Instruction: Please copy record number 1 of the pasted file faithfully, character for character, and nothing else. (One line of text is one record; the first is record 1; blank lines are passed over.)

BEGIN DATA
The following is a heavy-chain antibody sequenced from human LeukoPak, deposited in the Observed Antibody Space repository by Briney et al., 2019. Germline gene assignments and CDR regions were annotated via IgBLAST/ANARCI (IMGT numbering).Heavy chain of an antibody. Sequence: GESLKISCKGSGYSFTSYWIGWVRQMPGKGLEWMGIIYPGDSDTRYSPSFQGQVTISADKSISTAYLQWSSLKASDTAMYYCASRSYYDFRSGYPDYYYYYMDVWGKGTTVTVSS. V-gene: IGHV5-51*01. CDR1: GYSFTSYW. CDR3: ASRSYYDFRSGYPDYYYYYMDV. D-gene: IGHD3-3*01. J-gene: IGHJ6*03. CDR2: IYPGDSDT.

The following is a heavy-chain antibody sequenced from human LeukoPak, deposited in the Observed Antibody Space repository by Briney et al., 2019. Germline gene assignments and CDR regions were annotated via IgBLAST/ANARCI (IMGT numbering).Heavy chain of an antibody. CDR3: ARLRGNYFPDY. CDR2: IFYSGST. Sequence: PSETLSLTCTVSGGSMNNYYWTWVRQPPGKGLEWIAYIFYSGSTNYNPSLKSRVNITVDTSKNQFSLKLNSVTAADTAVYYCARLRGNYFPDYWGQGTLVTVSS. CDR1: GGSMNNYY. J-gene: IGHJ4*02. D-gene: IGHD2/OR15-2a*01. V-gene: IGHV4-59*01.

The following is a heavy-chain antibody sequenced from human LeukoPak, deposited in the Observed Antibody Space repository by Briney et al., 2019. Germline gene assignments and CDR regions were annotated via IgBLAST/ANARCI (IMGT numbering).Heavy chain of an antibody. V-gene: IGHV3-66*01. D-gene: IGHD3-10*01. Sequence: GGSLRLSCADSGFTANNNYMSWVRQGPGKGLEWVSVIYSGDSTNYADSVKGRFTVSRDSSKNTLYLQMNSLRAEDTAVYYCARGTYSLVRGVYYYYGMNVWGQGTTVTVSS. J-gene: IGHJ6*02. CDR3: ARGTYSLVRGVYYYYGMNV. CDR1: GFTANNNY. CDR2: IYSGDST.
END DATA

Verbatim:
The following is a heavy-chain antibody sequenced from human LeukoPak, deposited in the Observed Antibody Space repository by Briney et al., 2019. Germline gene assignments and CDR regions were annotated via IgBLAST/ANARCI (IMGT numbering).Heavy chain of an antibody. Sequence: GESLKISCKGSGYSFTSYWIGWVRQMPGKGLEWMGIIYPGDSDTRYSPSFQGQVTISADKSISTAYLQWSSLKASDTAMYYCASRSYYDFRSGYPDYYYYYMDVWGKGTTVTVSS. V-gene: IGHV5-51*01. CDR1: GYSFTSYW. CDR3: ASRSYYDFRSGYPDYYYYYMDV. D-gene: IGHD3-3*01. J-gene: IGHJ6*03. CDR2: IYPGDSDT.